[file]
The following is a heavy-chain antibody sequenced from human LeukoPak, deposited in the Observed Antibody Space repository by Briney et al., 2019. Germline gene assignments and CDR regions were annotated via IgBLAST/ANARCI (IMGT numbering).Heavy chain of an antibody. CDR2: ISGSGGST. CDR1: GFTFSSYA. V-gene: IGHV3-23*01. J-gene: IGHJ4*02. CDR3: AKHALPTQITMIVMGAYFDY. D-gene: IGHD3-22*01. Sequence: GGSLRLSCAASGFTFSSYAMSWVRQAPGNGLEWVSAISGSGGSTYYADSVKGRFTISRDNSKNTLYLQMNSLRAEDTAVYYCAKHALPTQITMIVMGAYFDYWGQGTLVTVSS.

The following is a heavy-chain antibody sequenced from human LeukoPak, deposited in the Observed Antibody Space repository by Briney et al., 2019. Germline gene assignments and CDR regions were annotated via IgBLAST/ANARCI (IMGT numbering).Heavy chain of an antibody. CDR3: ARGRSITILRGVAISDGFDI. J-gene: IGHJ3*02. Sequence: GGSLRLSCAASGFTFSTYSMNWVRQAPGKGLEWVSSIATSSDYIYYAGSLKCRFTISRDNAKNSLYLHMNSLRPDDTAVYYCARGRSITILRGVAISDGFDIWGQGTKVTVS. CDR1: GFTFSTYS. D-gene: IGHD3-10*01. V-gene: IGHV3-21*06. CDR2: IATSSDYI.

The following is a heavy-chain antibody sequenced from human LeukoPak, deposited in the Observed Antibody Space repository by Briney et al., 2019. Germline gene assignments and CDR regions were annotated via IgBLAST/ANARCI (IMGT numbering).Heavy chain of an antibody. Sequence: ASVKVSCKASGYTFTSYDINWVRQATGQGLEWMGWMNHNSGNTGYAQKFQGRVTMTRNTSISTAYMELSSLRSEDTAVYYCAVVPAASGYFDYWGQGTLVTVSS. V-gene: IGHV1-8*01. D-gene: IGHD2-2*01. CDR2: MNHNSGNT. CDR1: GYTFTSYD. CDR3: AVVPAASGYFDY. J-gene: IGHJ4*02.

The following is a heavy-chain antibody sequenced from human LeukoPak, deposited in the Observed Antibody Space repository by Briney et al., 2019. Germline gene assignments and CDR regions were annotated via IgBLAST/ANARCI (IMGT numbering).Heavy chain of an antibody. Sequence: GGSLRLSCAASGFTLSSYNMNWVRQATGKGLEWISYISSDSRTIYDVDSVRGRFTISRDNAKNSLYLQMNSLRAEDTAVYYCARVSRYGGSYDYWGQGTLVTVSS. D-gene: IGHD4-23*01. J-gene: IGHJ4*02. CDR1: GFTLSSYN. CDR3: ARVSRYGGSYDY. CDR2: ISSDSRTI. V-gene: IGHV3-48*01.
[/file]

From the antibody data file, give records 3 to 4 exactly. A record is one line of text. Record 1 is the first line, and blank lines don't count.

The following is a heavy-chain antibody sequenced from human LeukoPak, deposited in the Observed Antibody Space repository by Briney et al., 2019. Germline gene assignments and CDR regions were annotated via IgBLAST/ANARCI (IMGT numbering).Heavy chain of an antibody. Sequence: ASVKVSCKASGYTFTSYDINWVRQATGQGLEWMGWMNHNSGNTGYAQKFQGRVTMTRNTSISTAYMELSSLRSEDTAVYYCAVVPAASGYFDYWGQGTLVTVSS. V-gene: IGHV1-8*01. D-gene: IGHD2-2*01. CDR2: MNHNSGNT. CDR1: GYTFTSYD. CDR3: AVVPAASGYFDY. J-gene: IGHJ4*02.

The following is a heavy-chain antibody sequenced from human LeukoPak, deposited in the Observed Antibody Space repository by Briney et al., 2019. Germline gene assignments and CDR regions were annotated via IgBLAST/ANARCI (IMGT numbering).Heavy chain of an antibody. Sequence: GGSLRLSCAASGFTLSSYNMNWVRQATGKGLEWISYISSDSRTIYDVDSVRGRFTISRDNAKNSLYLQMNSLRAEDTAVYYCARVSRYGGSYDYWGQGTLVTVSS. D-gene: IGHD4-23*01. J-gene: IGHJ4*02. CDR1: GFTLSSYN. CDR3: ARVSRYGGSYDY. CDR2: ISSDSRTI. V-gene: IGHV3-48*01.